University of Vermont

The College of Arts and Sciences

Department of History


Part Time Faculty - Annette Richie

Annette Richie facial photo taken near Lake Champlain in Battery Park

Annette Richie - Lecturer

  • Ph.D., State University of New York at Albany, 2011
  • C.V.
Area of expertise

colonial and modern Latin America, indigenous and Afro-Latin ethnohistory, Mexico, colonialism and evangelization, constitutions and citizenship

Contact Information
Email: Annette Richie

Phone: (802) 656-3180

Office Hours, Location and Class Schedule

Annette Richie is a Lecturer in History (fall 2012). Before joining the UVM History Department, she taught Latin American History at Middlebury College, Bard College, Skidmore College, and the University at Albany. Annette also serves as Part-Time Faculty and Academic Advisor at the University at Albany.

Annette is an Australian-born Canadian who grew up in North and Latin America, and the Middle East. After undergraduate studies in anthropology and history at the University of Pittsburgh, she earned a MSc in Archaeology from the University of Toronto. Annette’s PhD (2011), from the University at Albany, is in Anthropology, but she is an ethnohistorian and social historian. Her main interests lie with indigenous and Afro-Latin responses to colonialism and evangelization, particularly in the spheres of self-governance and lay religiosity. Her dissertation, “Confraternity and Community: the Negotiation of Ethnicity, Gender and Place in Colonial Tecamachalco, Mexico,” traces ethnic politics among lay leaders, brotherhoods, sisterhoods, and neighborhoods between the 16th and 19th centuries. Annette specializes in Spanish and Nahuatl-language (Aztec) indigenous histories, confraternal charters and sacramental records.  Her doctoral research was funded by the Organization of American States, the Institute for Mesoamerican Studies, the Newberry Library, the University at Albany, and Yale University.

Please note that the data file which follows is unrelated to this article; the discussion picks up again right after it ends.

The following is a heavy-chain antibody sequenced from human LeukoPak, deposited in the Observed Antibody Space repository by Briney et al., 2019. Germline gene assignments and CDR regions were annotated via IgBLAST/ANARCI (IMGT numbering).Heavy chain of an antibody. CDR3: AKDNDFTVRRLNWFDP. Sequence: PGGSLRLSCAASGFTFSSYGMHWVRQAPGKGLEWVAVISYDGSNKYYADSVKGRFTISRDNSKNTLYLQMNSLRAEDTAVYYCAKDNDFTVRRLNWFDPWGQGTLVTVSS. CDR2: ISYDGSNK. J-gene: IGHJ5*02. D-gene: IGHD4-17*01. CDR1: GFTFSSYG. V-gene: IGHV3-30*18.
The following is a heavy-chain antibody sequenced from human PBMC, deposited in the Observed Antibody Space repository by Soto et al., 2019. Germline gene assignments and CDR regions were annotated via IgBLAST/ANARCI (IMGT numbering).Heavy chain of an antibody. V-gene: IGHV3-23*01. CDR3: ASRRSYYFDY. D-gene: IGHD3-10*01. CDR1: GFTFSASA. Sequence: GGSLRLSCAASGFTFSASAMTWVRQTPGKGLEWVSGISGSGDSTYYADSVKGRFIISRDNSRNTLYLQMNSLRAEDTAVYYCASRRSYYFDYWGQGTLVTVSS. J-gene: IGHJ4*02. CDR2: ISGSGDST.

Annette is currently reworking her dissertation into a book proposal and articles. She has contributed book chapters to Documenting Latin America: Gender, Race, and Empire (Prentice Hall, 2011; “Patrimony and Patriarchy in a Colonial Mexican Confraternity), and Sources and Methods for the Study of Post-conquest Mesoamerican Ethnohistory (2007;; “Sacramental and Confraternal Records from Tecamachalco’s Parish Archive”).


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